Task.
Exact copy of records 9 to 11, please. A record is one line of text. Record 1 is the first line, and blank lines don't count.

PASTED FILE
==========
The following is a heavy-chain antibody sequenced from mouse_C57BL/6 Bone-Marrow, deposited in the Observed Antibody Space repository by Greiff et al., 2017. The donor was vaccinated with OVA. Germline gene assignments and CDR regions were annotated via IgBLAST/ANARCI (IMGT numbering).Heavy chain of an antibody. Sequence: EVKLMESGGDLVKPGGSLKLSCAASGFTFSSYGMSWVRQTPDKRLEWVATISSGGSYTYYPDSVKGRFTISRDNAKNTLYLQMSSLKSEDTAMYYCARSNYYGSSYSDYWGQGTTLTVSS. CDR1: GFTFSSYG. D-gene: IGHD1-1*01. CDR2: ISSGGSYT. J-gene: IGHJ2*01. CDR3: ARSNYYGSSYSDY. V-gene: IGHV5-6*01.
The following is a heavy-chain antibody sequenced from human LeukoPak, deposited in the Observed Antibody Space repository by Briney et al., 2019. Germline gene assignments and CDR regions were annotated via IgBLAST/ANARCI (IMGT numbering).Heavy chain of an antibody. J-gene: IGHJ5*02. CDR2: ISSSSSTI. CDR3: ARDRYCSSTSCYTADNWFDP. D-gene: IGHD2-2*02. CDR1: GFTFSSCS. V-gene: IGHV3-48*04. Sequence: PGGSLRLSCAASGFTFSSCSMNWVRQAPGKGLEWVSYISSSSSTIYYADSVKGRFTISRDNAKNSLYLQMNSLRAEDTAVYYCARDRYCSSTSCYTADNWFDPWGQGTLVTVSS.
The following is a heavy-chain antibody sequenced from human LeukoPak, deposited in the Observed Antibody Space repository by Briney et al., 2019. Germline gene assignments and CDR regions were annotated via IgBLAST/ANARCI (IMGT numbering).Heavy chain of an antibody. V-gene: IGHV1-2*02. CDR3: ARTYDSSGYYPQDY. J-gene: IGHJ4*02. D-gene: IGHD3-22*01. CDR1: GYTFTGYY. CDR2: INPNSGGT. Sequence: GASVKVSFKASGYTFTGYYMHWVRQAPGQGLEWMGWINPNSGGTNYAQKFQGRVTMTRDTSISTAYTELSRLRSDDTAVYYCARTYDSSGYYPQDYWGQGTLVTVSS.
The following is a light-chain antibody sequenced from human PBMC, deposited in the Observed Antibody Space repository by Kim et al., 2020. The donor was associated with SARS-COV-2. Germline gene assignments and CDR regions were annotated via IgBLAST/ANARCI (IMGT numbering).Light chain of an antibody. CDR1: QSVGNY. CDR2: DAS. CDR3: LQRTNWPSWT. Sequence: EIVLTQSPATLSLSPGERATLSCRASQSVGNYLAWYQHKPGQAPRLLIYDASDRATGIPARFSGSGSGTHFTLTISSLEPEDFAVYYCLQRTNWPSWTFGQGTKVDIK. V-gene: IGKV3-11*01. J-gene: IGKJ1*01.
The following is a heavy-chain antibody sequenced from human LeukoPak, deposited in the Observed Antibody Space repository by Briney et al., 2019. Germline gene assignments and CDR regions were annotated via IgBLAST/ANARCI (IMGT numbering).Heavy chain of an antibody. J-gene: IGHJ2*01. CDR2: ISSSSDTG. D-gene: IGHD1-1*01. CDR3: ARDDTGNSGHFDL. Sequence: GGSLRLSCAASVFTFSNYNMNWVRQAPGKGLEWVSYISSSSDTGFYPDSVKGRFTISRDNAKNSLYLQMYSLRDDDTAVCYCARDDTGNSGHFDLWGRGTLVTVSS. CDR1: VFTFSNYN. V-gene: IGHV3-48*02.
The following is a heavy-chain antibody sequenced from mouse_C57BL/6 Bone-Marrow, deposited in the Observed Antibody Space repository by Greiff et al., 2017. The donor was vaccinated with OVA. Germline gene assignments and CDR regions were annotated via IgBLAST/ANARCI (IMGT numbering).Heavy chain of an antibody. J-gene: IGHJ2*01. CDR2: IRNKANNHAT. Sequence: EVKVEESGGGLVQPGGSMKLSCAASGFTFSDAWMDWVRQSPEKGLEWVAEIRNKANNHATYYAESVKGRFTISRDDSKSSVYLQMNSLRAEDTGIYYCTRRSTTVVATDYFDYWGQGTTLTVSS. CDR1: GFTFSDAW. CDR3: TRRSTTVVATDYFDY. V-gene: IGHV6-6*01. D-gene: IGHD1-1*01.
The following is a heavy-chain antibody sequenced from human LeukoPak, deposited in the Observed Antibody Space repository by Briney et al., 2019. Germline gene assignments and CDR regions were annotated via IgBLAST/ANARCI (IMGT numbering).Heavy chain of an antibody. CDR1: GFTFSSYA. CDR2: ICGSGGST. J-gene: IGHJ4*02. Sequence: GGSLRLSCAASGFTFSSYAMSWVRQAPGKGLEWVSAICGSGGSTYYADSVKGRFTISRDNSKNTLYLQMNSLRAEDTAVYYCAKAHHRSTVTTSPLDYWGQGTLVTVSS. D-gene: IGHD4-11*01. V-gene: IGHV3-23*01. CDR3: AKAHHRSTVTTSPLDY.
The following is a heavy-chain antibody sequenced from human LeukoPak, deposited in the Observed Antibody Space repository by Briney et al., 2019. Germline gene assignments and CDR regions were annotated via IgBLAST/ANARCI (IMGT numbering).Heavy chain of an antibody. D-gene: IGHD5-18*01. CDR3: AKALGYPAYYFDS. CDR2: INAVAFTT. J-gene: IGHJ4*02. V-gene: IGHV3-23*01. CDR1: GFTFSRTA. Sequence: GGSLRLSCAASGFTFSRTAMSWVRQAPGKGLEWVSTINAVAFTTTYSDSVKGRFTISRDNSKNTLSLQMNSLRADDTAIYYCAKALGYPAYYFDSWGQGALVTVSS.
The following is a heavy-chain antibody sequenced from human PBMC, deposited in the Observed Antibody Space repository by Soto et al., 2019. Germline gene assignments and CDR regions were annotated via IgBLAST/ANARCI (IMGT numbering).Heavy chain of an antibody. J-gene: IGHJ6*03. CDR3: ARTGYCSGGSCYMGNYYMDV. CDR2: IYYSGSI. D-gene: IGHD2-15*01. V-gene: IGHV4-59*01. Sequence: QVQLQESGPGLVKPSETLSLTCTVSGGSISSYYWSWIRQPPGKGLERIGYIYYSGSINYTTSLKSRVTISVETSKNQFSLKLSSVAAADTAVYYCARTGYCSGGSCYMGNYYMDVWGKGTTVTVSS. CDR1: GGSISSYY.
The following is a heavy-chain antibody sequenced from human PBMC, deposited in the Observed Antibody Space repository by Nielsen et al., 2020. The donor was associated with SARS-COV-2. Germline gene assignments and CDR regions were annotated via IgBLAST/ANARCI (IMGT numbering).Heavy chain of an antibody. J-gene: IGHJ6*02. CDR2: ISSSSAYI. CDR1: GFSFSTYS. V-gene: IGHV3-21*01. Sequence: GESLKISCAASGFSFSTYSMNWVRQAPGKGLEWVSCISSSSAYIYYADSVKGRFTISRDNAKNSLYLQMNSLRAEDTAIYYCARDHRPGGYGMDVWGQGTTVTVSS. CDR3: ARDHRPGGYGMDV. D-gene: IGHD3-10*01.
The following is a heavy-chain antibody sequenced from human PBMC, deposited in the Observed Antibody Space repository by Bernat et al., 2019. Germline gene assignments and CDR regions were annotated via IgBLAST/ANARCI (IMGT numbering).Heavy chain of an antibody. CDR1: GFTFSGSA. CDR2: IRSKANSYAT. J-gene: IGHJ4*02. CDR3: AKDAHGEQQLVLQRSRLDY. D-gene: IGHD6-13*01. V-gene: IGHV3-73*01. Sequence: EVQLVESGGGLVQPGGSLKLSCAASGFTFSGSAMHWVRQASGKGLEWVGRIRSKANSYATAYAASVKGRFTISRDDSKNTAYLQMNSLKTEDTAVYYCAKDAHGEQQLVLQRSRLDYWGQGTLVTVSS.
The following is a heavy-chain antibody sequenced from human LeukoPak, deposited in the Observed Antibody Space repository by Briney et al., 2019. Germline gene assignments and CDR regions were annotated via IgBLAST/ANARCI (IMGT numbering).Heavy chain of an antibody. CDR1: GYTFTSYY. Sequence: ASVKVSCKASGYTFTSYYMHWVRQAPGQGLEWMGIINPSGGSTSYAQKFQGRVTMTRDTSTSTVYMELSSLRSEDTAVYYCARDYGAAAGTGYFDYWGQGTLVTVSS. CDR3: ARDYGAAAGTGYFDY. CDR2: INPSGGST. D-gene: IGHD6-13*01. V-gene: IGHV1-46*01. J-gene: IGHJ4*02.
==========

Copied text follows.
The following is a heavy-chain antibody sequenced from human PBMC, deposited in the Observed Antibody Space repository by Soto et al., 2019. Germline gene assignments and CDR regions were annotated via IgBLAST/ANARCI (IMGT numbering).Heavy chain of an antibody. J-gene: IGHJ6*03. CDR3: ARTGYCSGGSCYMGNYYMDV. CDR2: IYYSGSI. D-gene: IGHD2-15*01. V-gene: IGHV4-59*01. Sequence: QVQLQESGPGLVKPSETLSLTCTVSGGSISSYYWSWIRQPPGKGLERIGYIYYSGSINYTTSLKSRVTISVETSKNQFSLKLSSVAAADTAVYYCARTGYCSGGSCYMGNYYMDVWGKGTTVTVSS. CDR1: GGSISSYY.
The following is a heavy-chain antibody sequenced from human PBMC, deposited in the Observed Antibody Space repository by Nielsen et al., 2020. The donor was associated with SARS-COV-2. Germline gene assignments and CDR regions were annotated via IgBLAST/ANARCI (IMGT numbering).Heavy chain of an antibody. J-gene: IGHJ6*02. CDR2: ISSSSAYI. CDR1: GFSFSTYS. V-gene: IGHV3-21*01. Sequence: GESLKISCAASGFSFSTYSMNWVRQAPGKGLEWVSCISSSSAYIYYADSVKGRFTISRDNAKNSLYLQMNSLRAEDTAIYYCARDHRPGGYGMDVWGQGTTVTVSS. CDR3: ARDHRPGGYGMDV. D-gene: IGHD3-10*01.
The following is a heavy-chain antibody sequenced from human PBMC, deposited in the Observed Antibody Space repository by Bernat et al., 2019. Germline gene assignments and CDR regions were annotated via IgBLAST/ANARCI (IMGT numbering).Heavy chain of an antibody. CDR1: GFTFSGSA. CDR2: IRSKANSYAT. J-gene: IGHJ4*02. CDR3: AKDAHGEQQLVLQRSRLDY. D-gene: IGHD6-13*01. V-gene: IGHV3-73*01. Sequence: EVQLVESGGGLVQPGGSLKLSCAASGFTFSGSAMHWVRQASGKGLEWVGRIRSKANSYATAYAASVKGRFTISRDDSKNTAYLQMNSLKTEDTAVYYCAKDAHGEQQLVLQRSRLDYWGQGTLVTVSS.